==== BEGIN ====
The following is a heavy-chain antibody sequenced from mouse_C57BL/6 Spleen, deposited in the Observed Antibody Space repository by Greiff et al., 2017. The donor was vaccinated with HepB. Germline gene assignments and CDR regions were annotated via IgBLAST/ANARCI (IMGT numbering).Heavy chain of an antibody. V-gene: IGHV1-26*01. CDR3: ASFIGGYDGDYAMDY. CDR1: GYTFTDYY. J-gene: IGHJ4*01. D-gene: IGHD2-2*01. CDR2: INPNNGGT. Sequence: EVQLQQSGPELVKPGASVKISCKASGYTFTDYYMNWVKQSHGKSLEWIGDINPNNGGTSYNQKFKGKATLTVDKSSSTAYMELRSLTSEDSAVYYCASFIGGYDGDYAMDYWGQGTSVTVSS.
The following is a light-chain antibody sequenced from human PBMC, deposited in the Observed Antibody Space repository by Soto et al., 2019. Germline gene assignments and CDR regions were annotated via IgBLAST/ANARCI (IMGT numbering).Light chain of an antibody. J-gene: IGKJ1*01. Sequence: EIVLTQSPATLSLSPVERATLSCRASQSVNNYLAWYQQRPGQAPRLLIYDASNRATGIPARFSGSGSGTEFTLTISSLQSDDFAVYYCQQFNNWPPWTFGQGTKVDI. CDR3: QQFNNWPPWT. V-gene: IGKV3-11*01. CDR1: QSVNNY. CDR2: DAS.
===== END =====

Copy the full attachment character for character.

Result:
The following is a heavy-chain antibody sequenced from mouse_C57BL/6 Spleen, deposited in the Observed Antibody Space repository by Greiff et al., 2017. The donor was vaccinated with HepB. Germline gene assignments and CDR regions were annotated via IgBLAST/ANARCI (IMGT numbering).Heavy chain of an antibody. V-gene: IGHV1-26*01. CDR3: ASFIGGYDGDYAMDY. CDR1: GYTFTDYY. J-gene: IGHJ4*01. D-gene: IGHD2-2*01. CDR2: INPNNGGT. Sequence: EVQLQQSGPELVKPGASVKISCKASGYTFTDYYMNWVKQSHGKSLEWIGDINPNNGGTSYNQKFKGKATLTVDKSSSTAYMELRSLTSEDSAVYYCASFIGGYDGDYAMDYWGQGTSVTVSS.
The following is a light-chain antibody sequenced from human PBMC, deposited in the Observed Antibody Space repository by Soto et al., 2019. Germline gene assignments and CDR regions were annotated via IgBLAST/ANARCI (IMGT numbering).Light chain of an antibody. J-gene: IGKJ1*01. Sequence: EIVLTQSPATLSLSPVERATLSCRASQSVNNYLAWYQQRPGQAPRLLIYDASNRATGIPARFSGSGSGTEFTLTISSLQSDDFAVYYCQQFNNWPPWTFGQGTKVDI. CDR3: QQFNNWPPWT. V-gene: IGKV3-11*01. CDR1: QSVNNY. CDR2: DAS.